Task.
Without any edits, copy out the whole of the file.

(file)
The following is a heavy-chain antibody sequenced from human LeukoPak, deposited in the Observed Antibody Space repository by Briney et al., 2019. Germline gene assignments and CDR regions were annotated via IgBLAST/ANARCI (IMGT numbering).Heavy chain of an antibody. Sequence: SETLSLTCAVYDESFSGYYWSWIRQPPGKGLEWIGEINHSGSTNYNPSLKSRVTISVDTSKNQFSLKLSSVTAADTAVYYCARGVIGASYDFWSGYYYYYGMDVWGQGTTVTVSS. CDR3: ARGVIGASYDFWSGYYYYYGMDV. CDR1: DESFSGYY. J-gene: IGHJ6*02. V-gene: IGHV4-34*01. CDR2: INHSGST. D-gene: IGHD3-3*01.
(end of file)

The following is a heavy-chain antibody sequenced from human LeukoPak, deposited in the Observed Antibody Space repository by Briney et al., 2019. Germline gene assignments and CDR regions were annotated via IgBLAST/ANARCI (IMGT numbering).Heavy chain of an antibody. Sequence: SETLSLTCAVYDESFSGYYWSWIRQPPGKGLEWIGEINHSGSTNYNPSLKSRVTISVDTSKNQFSLKLSSVTAADTAVYYCARGVIGASYDFWSGYYYYYGMDVWGQGTTVTVSS. CDR3: ARGVIGASYDFWSGYYYYYGMDV. CDR1: DESFSGYY. J-gene: IGHJ6*02. V-gene: IGHV4-34*01. CDR2: INHSGST. D-gene: IGHD3-3*01.